Recently, the mandate to make diversity and inclusion initiatives a corporate priority took center stage in business, government and society. But these key programs are not as simple and straightforward as hitting HR minimums and ensuring marketing images represent a mix of genders, ages and ethnicities. On the contrary, an effective strategy listens to, engages
An excellent service or product is a huge accomplishment. Yet, this isn’t enough to make sure your business will grow and thrive. There are many moving parts to any business, but the fuel that keeps it all moving is your customers. A company culture that values customers, cares about their experience and focuses on building
The foundation of successful marketing requires a complete understanding of the audiences and industry sectors companies serve. By developing deep insight and knowledge, marketers address pain points, propose solutions and communicate effectively with prospects and customers. Accomplishing this goal, however, can be a daunting task. Where do you begin? One place to start is with a stakeholder analysis.
Everyone works differently. Some individuals like to work on multiple projects simultaneously, while others prefer to focus on one goal at a time. Some work best alone, while others excel in a more collaborative environment.
In the ongoing COVID-19 environment, many companies have recognized the need to pivot. Whether that means creating new products or services or changing the business model, very few companies are doing business the same way now as they did a year ago. Budgets were cut. Revenue and profits have shrunk.
Decision-making exists at every level of a corporation. The effects of one decision can cause a chain reaction throughout the organization. This includes, but is not limited to, purchase decisions, strategic planning, talent acquisition or daily activities. According to Dr. Kenneth Brousseau, CEO of Decision Dynamics, there are four common decision styles.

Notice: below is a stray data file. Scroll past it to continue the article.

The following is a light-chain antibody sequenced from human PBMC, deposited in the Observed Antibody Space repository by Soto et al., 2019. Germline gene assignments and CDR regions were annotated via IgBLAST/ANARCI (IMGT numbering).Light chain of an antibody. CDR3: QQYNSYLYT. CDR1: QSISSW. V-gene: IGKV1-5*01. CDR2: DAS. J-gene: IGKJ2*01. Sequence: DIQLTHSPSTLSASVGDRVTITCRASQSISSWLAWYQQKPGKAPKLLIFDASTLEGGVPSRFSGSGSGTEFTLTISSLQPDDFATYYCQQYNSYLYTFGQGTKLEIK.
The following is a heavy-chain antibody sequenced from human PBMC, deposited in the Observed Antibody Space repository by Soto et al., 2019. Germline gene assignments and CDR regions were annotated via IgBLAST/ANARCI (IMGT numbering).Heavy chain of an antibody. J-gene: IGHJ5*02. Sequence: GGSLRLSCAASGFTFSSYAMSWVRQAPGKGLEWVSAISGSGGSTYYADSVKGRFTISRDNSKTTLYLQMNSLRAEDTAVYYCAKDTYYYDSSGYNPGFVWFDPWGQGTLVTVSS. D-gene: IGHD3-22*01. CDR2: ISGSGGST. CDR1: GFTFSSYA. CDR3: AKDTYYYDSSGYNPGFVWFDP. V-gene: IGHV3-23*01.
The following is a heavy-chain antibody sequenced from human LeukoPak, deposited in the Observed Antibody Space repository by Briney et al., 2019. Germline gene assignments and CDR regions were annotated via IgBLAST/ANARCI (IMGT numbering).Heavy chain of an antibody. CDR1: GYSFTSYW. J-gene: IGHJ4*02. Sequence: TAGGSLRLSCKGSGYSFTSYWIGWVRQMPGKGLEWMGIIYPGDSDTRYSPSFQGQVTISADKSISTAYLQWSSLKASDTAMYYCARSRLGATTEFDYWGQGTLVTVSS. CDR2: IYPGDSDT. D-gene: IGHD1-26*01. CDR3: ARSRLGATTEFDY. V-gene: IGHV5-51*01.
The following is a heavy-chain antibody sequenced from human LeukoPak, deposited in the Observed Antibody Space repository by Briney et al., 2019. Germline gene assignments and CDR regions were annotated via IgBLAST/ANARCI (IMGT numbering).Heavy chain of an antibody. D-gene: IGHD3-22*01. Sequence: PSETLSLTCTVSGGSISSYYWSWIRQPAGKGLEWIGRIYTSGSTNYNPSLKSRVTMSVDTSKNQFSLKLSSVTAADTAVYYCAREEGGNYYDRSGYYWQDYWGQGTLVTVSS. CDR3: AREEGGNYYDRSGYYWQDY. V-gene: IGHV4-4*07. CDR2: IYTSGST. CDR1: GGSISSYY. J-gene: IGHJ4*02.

Most business development professionals are growing weary of hearing “things are on hold” or “our budgets have been frozen.” Those positions don’t bode well for meeting sales and revenue goals. COVID-19 took all of us by surprise and companies are still struggling to understand how to recover. One thing is clear: we cannot simply wait it out.
If someone asked you to define your company’s culture in a few words, how would you answer? Employees’ answers to this question reveal a lot about how a company operates and how they feel about working there. Despite sounding like a corporate buzzword, a company’s culture can make or break the productivity, collaboration, loyalty and overall contentment of your team members.
Regardless of the industry you’re in, it’s essential to have your finger on the pulse of the market. At a minimum, an annual review of the competition (competitive analysis) is one of the most important methods you can use to gain direct insights into your customers’ and prospects’ world.